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Monthly Archives: July 2014

July 11

July 11, 1941 – The Donald Duck Short Film Early to Bed is Released to Theaters

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“Doggone it. I’ll get to sleep if it kills me!”

On July 11, 1941, the Donald Duck short film Early to Bed was released to theaters. It was directed by Jack King.

Donald lets out a long yawn as he stretches and gets ready for bed. He mutters that he has to get up early and mentions how tired he is before singing himself a lullaby. As he tries to land on his pillow, he hits the bed frame with his head. Annoyed, he moves his pillow, only to have all the feathers fly out when he tries once again to rest his head. He finally is able to go to sleep, save for the ticking of his alarm clock, which seems to grow louder every second he tries to sleep. His tail begins to move in rhythm with the clock, and he finally just shoves it into a drawer. The clock, however, continues to tick loudly, and Donald loses his temper and throws it against a wall. It lands in a nearby vase and continues to beat loudly, so Donald throws the clock out the window. The clock lands in a sock on the outside laundry line, and the force of Donald’s throw carries it back into Donald’s apartment, where he accidentally swallows it as it flies through the window.

Donald is shocked to find the clock inside his stomach after throwing it out the window

Donald is shocked to find the clock inside his stomach after throwing it out the window

Donald is alarmed to find the clock in his stomach, and tries to kick it out with little success. He is able to break the clock into pieces, but doesn’t silence it. Finally, Donald is able to get the clock and all of its pieces thrown out of him, silencing the ticking forever. He tries to go back to sleep, only to find that his trundle bed has folded itself – and him – in half. The bed refuses to stay down, as the moment he turns out the light, it folds right up again. The bed’s springs also come out from the padding, launching Donald into his chandelier. The chandelier then falls back onto the bed, which folds up. Donald finally takes desperate measures when he ties down his bed with ropes and chains, and locks himself in at the top. Unfortunately, the broken clock magically reassembles itself and sets off the alarm, waking Donald up and causing the bed to self-destruct.

July 10

July 10, 1955 – The Character Scamp Appears in the Disney Comic Strip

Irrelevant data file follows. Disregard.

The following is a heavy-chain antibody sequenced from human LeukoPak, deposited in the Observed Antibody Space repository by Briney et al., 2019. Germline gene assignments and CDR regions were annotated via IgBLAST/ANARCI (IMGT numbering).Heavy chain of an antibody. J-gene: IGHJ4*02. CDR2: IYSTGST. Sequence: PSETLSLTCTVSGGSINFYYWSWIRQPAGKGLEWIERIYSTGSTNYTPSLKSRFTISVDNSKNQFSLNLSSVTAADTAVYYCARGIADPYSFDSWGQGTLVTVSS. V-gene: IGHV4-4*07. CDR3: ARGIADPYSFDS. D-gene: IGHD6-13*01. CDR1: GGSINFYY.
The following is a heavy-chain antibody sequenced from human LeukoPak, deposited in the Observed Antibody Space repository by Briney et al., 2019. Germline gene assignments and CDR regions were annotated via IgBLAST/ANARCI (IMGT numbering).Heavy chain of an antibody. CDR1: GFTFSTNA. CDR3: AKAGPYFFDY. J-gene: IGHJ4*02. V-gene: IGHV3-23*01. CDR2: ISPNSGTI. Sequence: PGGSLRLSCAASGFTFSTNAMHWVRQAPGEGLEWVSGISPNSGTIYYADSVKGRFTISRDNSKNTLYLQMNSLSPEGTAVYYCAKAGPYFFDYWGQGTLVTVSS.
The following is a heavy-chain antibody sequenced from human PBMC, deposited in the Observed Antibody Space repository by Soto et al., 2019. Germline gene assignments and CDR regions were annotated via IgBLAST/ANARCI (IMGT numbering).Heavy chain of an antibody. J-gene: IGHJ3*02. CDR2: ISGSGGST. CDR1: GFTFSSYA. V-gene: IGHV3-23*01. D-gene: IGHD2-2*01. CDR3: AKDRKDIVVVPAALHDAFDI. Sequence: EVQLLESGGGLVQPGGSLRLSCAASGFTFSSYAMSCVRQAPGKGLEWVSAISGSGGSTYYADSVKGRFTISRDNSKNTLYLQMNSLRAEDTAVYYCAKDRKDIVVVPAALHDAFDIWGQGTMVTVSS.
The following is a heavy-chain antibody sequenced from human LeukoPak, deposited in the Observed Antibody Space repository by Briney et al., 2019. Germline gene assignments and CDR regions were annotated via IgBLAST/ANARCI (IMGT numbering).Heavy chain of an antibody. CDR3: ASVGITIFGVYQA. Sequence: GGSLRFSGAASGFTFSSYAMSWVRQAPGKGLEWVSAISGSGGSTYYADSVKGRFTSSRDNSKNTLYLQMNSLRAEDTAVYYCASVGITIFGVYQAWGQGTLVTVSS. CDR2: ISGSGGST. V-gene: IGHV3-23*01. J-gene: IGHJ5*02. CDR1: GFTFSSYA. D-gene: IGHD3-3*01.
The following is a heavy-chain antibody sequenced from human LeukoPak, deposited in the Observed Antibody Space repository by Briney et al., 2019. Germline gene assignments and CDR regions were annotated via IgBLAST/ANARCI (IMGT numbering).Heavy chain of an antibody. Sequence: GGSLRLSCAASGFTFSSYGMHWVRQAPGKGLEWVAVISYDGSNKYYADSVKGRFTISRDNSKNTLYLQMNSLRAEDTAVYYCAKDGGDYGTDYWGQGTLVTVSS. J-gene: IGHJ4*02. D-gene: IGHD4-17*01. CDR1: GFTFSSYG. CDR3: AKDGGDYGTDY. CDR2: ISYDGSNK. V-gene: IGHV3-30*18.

Scamp

“Merry Christmas Uncle Trusty and Uncle Jock!”

On July 10, 1955, the character Scamp appeared in the Disney comic strip series Disney’s Treasury of Classic Tales, which was used to promote upcoming Disney films. The strip on this day was promoting the film Lady and the Tramp, with Scamp appearing in the final panel as one of Lady and Tramp’s puppies. Although not named in the film nor this strip, the character was given a name in October of that year, when he began appearing in his own daily strip which ran until 1988.

July 9

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July 9, 1932 – The Mickey Mouse Short Film Musical Farmer is Released to Theaters

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“Look look look look look look look look look look look what I did!”

On July 9, 1932, the Mickey Mouse short film Musical Farmer was released to theaters. It was directed by Wilfred Jackson.

Mickey and Pluto are walking across the farm, planting seeds, which are soon devoured by crows. Mickey and Pluto spot the crows and chase them off, but as Pluto jumps after them, he lands in the nearby scarecrow’s clothes. Mickey helps him out, but is soon distracted by a singing Minnie who is milking a cow. Mickey decides to play a prank on her, so he and Pluto dress in the scarecrow’s outfit and make their way over, scaring her half to death. The “scarecrow” soon begins to dance, but continues to shout “boo!” and scare her. When she notices that it’s Pluto and Mickey, she trips them up can has Mickey fall into the washtub. He steps out wearing tartan socks and a kilt, takes three nearby geese, and pretends to play the bagpipes with them.

Mickey starts playing a tune for the barnyard musical extravaganza

Mickey starts playing a tune for the barnyard musical extravaganza

As Mickey pretends to be Scottish, the music he plays is infectious and carries all over the farm. Soon, Mickey plays an old rake like a mouth harp and sings with all the animals while Minnie dances on top of a washtub. All the hens lay their eggs in time to the music, save for one – Fanny. Fanny sadly looks around at all the other hens laying and gossiping about her, when suddenly she lays a giant egg. The entire farm rushes to the hen house to see what Fanny has done, and when Mickey sees the egg, he gives her a pat on the head and rushes to get his camera. After a series of mishaps, he sets off to take a photo of the giant egg. Unfortunately, he uses too much flash powder, and destroys not only his camera, but takes off all the feathers from every bird in the hen house.

July 8

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July 8, 1913 – Voice Actor Bill Thompson is Born

Bill Thompson

“I’m late! I’m late! For a very important date! No time to say hello, good-bye! I’m late! I’m late! I’m late!”

On July 8, 1913, voice actor and radio star William H. Thompson was born in Terre Haute, Indiana to vaudevillian parents. His career began on the Chicago airwaves, where he worked on the variety series The Breakfast Club and on The Sinclair Weiner Minstrels. Thompson could voice a great range of characters, as seen in his work with Disney. His first notable role with the studio was in the 1951 feature animated film Alice in Wonderland, where he voiced the White Rabbit and the Dodo; this was followed with roles in Peter Pan (Smee and various pirates), and Sleeping Beauty (King Hubert). In Lady and the Tramp, Thompson was given five different parts to voice, including that of Jock, the Scottish Terrier. Thompson found even more fame at Disney voicing Ranger J. Audubon Woodlore in several short films and episodes of the Disney anthology series, and was the first actor to give a voice to comic character Scrooge McDuck in the feature Scrooge McDuck and Money. His last role was Uncle Waldo in The Aristocats; Thompson passed away suddenly at the age of 58. For his voice work, Thompson has been awarded a star on the Hollywood Walk of Fame.